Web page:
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Data Protection Act, Journalism and the PCC Code


This note has been put together with the help of the Information Commissioner to draw the attention of journalists and editors to those provisions of the Data Protection Act 1998 (DPA) that may impact on them as they carry out their professional duties. The DPA carries within it a journalistic exemption and implicit reference to media codes including the PCC Code of Practice. As such, the Commission is from time to time asked questions about how it is applied. Therefore, the Commission has drawn together some of the questions it is most frequently asked. This note is by way of straightforward general guidance only and should not be relied on as legal advice. If you are concerned about how the Act will impact on a specific case you should seek advice from a specialist lawyer.

What is the DPA designed to do?

The DPA requires those who use information about individuals for a business purpose to observe rules of good practice when handling information to ensure that such information is used appropriately, and is accurate, relevant, and up to date. It also grants rights to the individual ‘data subject’ to ask for information from the ‘data controller’ about such ‘personal data’, where it came from (subject to some protection of individual sources), to whom it has been passed and, in some cases, to require that there be no further processing of relevant data.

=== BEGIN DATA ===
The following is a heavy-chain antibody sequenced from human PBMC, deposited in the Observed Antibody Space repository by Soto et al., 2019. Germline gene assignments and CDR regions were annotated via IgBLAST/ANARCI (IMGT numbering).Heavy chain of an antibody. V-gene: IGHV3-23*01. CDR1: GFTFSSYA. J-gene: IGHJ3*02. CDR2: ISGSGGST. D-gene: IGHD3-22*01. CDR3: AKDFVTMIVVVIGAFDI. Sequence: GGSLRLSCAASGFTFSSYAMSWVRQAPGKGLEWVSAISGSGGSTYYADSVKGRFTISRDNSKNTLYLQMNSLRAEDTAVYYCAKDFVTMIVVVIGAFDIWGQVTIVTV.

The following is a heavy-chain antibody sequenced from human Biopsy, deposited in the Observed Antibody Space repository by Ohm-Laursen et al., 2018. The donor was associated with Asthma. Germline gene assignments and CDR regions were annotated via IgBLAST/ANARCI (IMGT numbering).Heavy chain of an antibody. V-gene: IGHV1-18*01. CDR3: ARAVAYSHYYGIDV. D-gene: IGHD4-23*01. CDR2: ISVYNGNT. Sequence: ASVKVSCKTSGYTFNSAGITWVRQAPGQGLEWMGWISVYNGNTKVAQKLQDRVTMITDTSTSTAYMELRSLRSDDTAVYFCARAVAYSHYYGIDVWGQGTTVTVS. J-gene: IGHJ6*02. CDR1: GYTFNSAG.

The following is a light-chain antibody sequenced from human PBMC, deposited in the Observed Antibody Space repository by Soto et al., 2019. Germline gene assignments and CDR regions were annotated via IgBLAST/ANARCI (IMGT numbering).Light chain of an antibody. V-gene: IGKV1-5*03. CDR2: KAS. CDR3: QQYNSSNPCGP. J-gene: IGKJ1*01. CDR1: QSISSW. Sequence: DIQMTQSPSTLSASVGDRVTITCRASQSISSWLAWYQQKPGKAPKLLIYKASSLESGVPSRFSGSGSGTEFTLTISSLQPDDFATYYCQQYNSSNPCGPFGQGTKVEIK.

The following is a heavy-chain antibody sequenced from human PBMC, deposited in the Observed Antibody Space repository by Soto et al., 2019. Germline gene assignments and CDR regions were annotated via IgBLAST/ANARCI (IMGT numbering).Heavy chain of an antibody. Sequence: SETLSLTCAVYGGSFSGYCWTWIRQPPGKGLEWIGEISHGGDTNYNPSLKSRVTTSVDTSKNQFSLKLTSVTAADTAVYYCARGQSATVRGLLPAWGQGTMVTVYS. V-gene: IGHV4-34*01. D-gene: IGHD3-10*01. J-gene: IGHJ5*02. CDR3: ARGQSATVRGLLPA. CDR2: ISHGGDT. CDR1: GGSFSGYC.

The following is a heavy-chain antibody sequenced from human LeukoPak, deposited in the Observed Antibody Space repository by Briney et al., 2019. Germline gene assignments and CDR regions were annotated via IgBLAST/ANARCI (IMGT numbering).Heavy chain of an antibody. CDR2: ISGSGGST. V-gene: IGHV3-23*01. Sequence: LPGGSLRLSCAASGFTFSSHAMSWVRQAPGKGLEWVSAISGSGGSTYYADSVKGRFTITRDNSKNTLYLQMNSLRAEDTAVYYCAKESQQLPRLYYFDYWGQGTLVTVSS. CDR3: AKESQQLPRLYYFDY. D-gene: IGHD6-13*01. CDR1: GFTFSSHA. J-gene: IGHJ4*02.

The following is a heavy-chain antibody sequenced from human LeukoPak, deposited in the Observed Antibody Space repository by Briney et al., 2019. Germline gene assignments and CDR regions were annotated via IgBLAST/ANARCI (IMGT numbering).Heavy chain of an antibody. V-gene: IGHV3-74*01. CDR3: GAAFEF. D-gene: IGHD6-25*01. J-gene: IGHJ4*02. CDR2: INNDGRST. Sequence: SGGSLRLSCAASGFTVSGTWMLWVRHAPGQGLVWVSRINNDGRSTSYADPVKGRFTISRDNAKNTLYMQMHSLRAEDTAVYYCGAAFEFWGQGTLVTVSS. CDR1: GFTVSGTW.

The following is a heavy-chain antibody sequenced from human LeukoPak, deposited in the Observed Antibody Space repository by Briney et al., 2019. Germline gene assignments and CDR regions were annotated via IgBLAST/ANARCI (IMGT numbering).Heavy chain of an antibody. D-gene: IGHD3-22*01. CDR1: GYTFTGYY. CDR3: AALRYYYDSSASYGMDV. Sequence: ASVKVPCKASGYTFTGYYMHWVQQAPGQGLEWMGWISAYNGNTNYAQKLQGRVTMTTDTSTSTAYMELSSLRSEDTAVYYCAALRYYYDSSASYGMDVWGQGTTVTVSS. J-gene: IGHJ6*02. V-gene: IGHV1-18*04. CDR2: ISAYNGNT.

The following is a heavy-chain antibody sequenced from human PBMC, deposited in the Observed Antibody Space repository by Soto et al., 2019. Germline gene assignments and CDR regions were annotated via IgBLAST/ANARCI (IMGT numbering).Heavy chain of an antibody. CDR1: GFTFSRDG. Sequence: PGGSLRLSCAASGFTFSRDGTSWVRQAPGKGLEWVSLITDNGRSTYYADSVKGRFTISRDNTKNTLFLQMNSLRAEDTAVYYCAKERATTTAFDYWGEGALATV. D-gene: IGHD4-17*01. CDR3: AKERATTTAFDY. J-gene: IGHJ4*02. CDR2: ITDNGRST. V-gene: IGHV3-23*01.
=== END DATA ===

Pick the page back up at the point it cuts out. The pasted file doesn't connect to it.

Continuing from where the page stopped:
There are various exemptions.

What do ‘data processing’, ‘personal data’ and ‘data controller’ mean?

Very broadly, ‘personal data’ is information relating to an identifiable, living human being (the ‘data subject’) which is held electronically and capable of being processed by computer, or held in equivalent non-computerised filing systems.

Processing personal data includes obtaining, recording, holding the information or data, or carrying out operations on it such as consulting, adapting, organizing, retrieving, disclosing (which includes publishing), erasing and destroying it.

‘Data controller’ is a person who ‘determines the purposes for which, and the manner in which, any personal data are to be processed’.

Full definitions are contained in the DPA which can be found here. Relevant case law is developing on their legal meaning as the courts consider cases brought under the Act.

Isn’t there a journalistic exemption?